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The Story of the Founding of AAHA

In the late 1980s, Karen Hughes White and Karen King Lavore began researching their family lines. As they got knee deep in geneology, their friendship blossomed as they shared their common interest. They tracked down documents, sources… anything to shed light on the lives of those who came before. They sought to join the Afro-American Historical and Genealogical Society, but they would have had to start a local chapter, as well as pay national dues, which would have been difficult for many of the local Black residents of Fauquier County. So with the support of the Afro-American Historical and Genealogical Society and their network,  Karen Hughes White and her co-founder Karen King Lavore decided to start their own organization, the Afro-American Historical Association of Fauquier County.

Both Karens started doing exhibits, giving talks around Fauquier County. They abstracted Free Negro Registers, started files on the information that they were collecting. It wasn't long before their work was being noticed. They got a call from Plains Redevelopment, asking them if they wanted to share a site with Marshall Heritage ( another local historical entity focused on the legacy of John Marshall). That plan fell through, but in the fall of 1996, Plains Redevelopment offered AAHA a different space at no cost. On June 14, 1997 AAHA was opened.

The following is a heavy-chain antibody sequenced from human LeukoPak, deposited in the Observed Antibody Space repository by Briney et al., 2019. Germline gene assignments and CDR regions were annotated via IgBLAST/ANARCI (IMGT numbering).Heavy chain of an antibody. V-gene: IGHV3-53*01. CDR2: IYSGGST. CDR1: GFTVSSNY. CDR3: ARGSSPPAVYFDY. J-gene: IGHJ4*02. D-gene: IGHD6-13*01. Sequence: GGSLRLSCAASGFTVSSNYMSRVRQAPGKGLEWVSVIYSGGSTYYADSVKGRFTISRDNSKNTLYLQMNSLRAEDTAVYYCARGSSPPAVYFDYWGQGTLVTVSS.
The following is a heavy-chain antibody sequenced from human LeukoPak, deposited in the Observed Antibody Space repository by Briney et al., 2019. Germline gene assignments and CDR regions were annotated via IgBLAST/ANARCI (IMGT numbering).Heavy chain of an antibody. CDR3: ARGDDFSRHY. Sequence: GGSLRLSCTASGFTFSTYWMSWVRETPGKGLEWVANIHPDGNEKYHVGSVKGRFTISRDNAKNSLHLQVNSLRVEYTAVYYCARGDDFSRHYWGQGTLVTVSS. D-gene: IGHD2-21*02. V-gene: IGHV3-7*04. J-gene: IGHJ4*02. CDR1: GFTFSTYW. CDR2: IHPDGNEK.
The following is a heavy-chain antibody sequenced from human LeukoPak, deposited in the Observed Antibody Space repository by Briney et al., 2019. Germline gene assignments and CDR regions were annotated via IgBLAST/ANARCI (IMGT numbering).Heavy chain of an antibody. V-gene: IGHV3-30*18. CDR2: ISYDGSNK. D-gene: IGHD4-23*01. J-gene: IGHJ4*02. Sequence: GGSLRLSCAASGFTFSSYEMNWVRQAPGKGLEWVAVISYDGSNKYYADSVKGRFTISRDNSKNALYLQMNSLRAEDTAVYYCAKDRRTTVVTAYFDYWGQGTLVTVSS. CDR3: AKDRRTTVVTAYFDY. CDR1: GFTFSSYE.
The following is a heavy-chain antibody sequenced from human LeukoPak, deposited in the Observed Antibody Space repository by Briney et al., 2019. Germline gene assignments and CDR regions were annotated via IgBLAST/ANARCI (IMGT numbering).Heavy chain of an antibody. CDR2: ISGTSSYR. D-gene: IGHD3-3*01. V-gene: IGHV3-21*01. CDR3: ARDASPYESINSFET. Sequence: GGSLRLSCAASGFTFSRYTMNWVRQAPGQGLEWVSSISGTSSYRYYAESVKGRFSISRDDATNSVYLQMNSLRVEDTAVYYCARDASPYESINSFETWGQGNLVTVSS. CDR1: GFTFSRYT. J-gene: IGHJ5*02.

The grand opening was well attended, including entities like Marshall Heritage. Black residents who had been worried about a potential backlash felt relieved to see the integrated support. Members of Fauquier’s Black communities contributed photos, artifacts and family stories to AAHA and embraced AAHA as a museum charged with their stories, histories and collections.

The AAHA now serves as an invaluable resource for those researching their own family history or the history of the region. The 4,269 square foot museum on the lower level is home to 1,634 artifacts detailing the rich history of Fauquier County’s Black residents. It provides an interactive experience for school and community groups. The AAHA’s 2276 sq. feet auditorium hosts special events — a celebration of Dr. Martin Luther King Jr.’s birthday for instance, or a family celebration, recognizing a family line.

The AAHA is an invaluable resource for individuals, churches, real estate researchers and other historical associations whose missions match that of the AAHA.

 
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"Today, it (AAHA) may be one of the best archives of local information, genealogy, artifacts and history of any community. Linking generations so that we can learn from the past to change the future…"

— Chris Miller
Aging Together Executive Director, Fauquier Now